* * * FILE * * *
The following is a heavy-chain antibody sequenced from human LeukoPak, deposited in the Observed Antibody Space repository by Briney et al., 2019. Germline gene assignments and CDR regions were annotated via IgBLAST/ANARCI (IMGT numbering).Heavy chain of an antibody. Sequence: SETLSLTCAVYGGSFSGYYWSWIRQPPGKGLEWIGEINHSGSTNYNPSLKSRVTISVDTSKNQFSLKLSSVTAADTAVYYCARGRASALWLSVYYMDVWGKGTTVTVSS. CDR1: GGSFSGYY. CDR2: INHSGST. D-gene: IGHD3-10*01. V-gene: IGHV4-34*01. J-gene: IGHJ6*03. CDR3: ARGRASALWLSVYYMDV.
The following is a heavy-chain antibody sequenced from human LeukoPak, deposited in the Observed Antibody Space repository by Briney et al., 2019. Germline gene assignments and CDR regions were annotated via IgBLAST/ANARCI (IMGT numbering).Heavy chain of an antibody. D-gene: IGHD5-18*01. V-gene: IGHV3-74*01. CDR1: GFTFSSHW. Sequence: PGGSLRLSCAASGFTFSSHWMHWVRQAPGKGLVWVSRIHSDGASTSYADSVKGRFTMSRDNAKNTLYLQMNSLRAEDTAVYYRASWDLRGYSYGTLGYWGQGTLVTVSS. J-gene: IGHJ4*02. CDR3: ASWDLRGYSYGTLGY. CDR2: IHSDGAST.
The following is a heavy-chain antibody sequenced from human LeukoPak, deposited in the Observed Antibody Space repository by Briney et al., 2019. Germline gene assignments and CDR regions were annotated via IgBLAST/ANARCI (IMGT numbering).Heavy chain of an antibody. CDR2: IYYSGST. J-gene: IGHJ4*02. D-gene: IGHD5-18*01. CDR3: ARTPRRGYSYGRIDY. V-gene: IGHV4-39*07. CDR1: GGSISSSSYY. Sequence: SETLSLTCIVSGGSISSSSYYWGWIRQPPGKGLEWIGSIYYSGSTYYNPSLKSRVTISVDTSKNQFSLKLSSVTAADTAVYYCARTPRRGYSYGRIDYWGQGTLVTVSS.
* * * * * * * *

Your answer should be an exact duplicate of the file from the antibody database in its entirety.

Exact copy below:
The following is a heavy-chain antibody sequenced from human LeukoPak, deposited in the Observed Antibody Space repository by Briney et al., 2019. Germline gene assignments and CDR regions were annotated via IgBLAST/ANARCI (IMGT numbering).Heavy chain of an antibody. Sequence: SETLSLTCAVYGGSFSGYYWSWIRQPPGKGLEWIGEINHSGSTNYNPSLKSRVTISVDTSKNQFSLKLSSVTAADTAVYYCARGRASALWLSVYYMDVWGKGTTVTVSS. CDR1: GGSFSGYY. CDR2: INHSGST. D-gene: IGHD3-10*01. V-gene: IGHV4-34*01. J-gene: IGHJ6*03. CDR3: ARGRASALWLSVYYMDV.
The following is a heavy-chain antibody sequenced from human LeukoPak, deposited in the Observed Antibody Space repository by Briney et al., 2019. Germline gene assignments and CDR regions were annotated via IgBLAST/ANARCI (IMGT numbering).Heavy chain of an antibody. D-gene: IGHD5-18*01. V-gene: IGHV3-74*01. CDR1: GFTFSSHW. Sequence: PGGSLRLSCAASGFTFSSHWMHWVRQAPGKGLVWVSRIHSDGASTSYADSVKGRFTMSRDNAKNTLYLQMNSLRAEDTAVYYRASWDLRGYSYGTLGYWGQGTLVTVSS. J-gene: IGHJ4*02. CDR3: ASWDLRGYSYGTLGY. CDR2: IHSDGAST.
The following is a heavy-chain antibody sequenced from human LeukoPak, deposited in the Observed Antibody Space repository by Briney et al., 2019. Germline gene assignments and CDR regions were annotated via IgBLAST/ANARCI (IMGT numbering).Heavy chain of an antibody. CDR2: IYYSGST. J-gene: IGHJ4*02. D-gene: IGHD5-18*01. CDR3: ARTPRRGYSYGRIDY. V-gene: IGHV4-39*07. CDR1: GGSISSSSYY. Sequence: SETLSLTCIVSGGSISSSSYYWGWIRQPPGKGLEWIGSIYYSGSTYYNPSLKSRVTISVDTSKNQFSLKLSSVTAADTAVYYCARTPRRGYSYGRIDYWGQGTLVTVSS.